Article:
The software for craftRobo enables me to print a title with any font that is on my computer, and I have over 800 to choose from. I can then outline it to cut a mat in a different paper, as I have done here for the Biker Boy page. The bike itself started out as an open source clipart picture which gave me the basic shape so I could make this silhouette, and of course, cut it out with my Robo.

And finally this page was inspired by the Memory Makers book 'Creative Photo Cropping for Scrapbooks'. I am not sufficiently expert at placing items to be cut onto the carrier sheet, to risk cutting photos with craftRobo, so instead I used it to make a stencil of this design which I then drew through onto the photo for each drop, ensuring I got exactly the part of the picture I wanted each time. Of course I then had to cut them out by hand, but the stencil made this, and the placing of them on the page, very straightforward. I then used up the left-over pieces of sea and sky, and some scraps of blue paper, to make the filler drops.

I hope this has given you a few ideas of how you too can use your craftRobo, or similar cutting machine, to enhance your scrapbook pages.

Tuesday, January 18, 2011

My friend Robo

A trait I seem to have inherited from my mother is the love of gadgets. (I passed it on to one of my sons too, though his gadgets are mostly too technical for me!). I used to go to the Ideal Homes exhibition and get excited by all the kitchen gadgets, but now it is crafting tools that enchant me. Before I retired I was able to indulge my whims and when it first came on the market, I found myself the proud owner of a CraftRobo. For the uninitiated, this is a clever cutting machine that enables me to cut files from my computer without the need to keep buying expensive design cartridges. But I have to admit that for several years it sat on my desk and did very little. Now I am retired I have the time to investigate it more and I am now beginning to see the real value of it. I especially like it when I am in 'Scrapbook mode', and I use it to cut out most of my page titles. I have added several extra fonts to my computer that I recognise as being suitable for cutting. There is a wealth of free fonts available on the internet, and I have also bought some from www.scrapnfonts.com. But I don't only want to cut out script, and I needed to find a way to also cut out silhouettes and embellishments for cards and scrapbook pages. Again there are now many sites on the internet where I can buy template files, but I don't always want to use someone else's designs, and I haven't always got the patience to go through pages and pages of them trying to find what I want. I soon discovered that most of the designs that have been uploaded by other crafters to such sites as www.craftsuprint.co.uk, or ukscrappers to name but two, are designed in that very powerful graphics program inkspace. It can be downloaded for free and is open source making it very versatile. Unfortunately I haven't mastered designing cutting templates of my own yet, but I have several tutorials to look at, so one day soon I shall give it a go. (If only there were twice as many hours in a day ...!)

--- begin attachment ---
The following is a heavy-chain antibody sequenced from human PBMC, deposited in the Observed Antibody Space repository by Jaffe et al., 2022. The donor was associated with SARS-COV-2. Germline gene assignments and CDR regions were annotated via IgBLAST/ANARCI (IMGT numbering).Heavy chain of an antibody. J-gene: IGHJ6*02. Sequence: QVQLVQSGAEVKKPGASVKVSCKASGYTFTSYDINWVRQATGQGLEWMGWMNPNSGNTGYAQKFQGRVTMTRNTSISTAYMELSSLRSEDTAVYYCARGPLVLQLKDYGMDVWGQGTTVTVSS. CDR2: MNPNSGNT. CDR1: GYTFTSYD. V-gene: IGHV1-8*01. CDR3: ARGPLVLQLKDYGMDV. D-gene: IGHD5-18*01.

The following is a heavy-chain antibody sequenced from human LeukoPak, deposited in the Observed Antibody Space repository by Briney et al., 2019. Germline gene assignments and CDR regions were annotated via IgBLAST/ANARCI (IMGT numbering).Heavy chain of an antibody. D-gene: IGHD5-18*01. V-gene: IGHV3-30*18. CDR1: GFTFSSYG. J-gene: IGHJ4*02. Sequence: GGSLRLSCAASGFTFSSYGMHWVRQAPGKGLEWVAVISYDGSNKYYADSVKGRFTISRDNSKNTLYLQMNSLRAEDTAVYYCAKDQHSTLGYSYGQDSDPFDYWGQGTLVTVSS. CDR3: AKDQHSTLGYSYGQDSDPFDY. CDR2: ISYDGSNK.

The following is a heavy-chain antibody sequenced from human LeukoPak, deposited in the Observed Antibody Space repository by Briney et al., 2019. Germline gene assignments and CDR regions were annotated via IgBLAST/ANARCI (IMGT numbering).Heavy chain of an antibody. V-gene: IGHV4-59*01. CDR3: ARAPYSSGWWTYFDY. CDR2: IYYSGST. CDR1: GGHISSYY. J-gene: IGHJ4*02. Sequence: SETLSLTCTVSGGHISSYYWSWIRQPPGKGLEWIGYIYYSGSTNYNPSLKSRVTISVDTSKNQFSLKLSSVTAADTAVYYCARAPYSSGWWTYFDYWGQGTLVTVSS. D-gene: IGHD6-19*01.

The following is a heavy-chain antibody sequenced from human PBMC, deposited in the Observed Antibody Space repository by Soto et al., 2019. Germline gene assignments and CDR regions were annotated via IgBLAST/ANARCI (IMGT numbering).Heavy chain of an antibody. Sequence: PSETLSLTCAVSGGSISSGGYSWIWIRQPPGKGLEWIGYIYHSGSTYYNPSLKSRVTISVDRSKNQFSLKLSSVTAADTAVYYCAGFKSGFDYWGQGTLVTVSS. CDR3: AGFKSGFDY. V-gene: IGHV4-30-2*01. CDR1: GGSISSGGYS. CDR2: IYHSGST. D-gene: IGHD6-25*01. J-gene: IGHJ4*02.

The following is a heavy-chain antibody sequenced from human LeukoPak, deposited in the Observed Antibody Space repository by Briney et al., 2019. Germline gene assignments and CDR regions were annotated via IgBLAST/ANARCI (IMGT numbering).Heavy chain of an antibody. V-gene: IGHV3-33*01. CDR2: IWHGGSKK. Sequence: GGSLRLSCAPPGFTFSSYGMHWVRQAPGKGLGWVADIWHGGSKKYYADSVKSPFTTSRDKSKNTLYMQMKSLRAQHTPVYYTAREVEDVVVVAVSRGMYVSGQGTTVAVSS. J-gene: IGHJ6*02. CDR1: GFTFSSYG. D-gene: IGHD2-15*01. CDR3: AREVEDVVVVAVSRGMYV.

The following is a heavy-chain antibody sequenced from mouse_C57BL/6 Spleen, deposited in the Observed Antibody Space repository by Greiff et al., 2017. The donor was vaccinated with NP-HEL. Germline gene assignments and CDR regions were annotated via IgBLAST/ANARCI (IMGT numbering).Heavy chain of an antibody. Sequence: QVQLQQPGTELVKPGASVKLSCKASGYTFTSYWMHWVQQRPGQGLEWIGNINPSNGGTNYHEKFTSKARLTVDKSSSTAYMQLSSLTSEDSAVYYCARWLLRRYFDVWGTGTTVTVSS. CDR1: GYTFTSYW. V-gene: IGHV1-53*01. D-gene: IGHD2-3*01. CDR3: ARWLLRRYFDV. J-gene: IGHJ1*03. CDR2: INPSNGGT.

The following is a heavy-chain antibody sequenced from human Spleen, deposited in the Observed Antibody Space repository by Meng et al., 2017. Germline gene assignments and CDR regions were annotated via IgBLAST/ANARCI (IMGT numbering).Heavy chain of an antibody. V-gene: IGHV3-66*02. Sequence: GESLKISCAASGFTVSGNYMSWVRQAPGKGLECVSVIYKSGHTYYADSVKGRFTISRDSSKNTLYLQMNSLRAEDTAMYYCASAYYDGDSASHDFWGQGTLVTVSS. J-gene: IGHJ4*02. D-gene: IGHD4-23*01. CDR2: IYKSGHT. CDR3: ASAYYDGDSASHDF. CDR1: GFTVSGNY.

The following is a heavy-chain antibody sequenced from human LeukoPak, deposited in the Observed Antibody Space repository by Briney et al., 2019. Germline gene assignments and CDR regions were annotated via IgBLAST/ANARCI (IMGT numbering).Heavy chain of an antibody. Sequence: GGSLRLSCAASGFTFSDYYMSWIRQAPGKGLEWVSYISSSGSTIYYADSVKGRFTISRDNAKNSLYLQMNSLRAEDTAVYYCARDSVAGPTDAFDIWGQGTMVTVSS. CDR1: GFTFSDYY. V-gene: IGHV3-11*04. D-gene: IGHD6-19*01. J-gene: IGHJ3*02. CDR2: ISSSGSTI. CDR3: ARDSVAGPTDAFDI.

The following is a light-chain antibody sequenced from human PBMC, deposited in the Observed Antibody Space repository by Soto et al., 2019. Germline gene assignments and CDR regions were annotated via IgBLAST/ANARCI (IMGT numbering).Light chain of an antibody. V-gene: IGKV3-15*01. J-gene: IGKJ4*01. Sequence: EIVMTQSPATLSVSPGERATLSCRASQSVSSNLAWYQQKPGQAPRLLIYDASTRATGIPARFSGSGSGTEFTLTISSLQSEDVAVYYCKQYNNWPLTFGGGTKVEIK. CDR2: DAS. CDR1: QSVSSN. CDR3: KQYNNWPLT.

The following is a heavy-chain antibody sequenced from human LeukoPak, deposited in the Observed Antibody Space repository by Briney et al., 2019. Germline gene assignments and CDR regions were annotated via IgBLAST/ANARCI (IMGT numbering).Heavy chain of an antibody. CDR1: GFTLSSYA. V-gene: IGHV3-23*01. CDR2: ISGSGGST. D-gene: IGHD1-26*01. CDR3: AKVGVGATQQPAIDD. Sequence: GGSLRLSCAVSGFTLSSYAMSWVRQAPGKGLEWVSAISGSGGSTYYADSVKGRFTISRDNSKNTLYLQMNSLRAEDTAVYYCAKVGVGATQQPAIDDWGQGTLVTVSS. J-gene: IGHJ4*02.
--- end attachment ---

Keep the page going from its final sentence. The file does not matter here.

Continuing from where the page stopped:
In the meantime I have found another way that works for me. In Spain most of the village houses have wrought iron railings and rejas, (the iron security grills that cover the windows and doors), and these can have quite intricate designs within them that would make lovely embellishments for papercraft. So last summer I took a photo of some in my own garden. The towel draped behind the railing was to help me. I knew it would be easier to edit out than the brick wall.

Once the photos were on my computer I used my photo editor to turn them into a greyscale picture and then adjusted the brightness and contrast until I had almost achieved a black silhouette on a white background. Then I used that old faithful 'windows paint' to tidy up any uneven edges, and to remove any residual background colour. Once the picture was as sharp as I could make it I saved it as a bitmap (bmp file), which my Robo machine can recognise. Finally I decided that the metal bar running down the centre was too heavy so I removed it, again using Windows Paint, and cut the design in half. Using the additional software called Design Master which is sold by Graphtec who manufacture the CraftRobo, it is easy to open the bitmap with the scan and trace wizard. Once on the page it can be resized and cut, and then using 'file' > 'save as..' it can be stored as a GRA file (Robo's own file system) ready to open again whenever it is needed.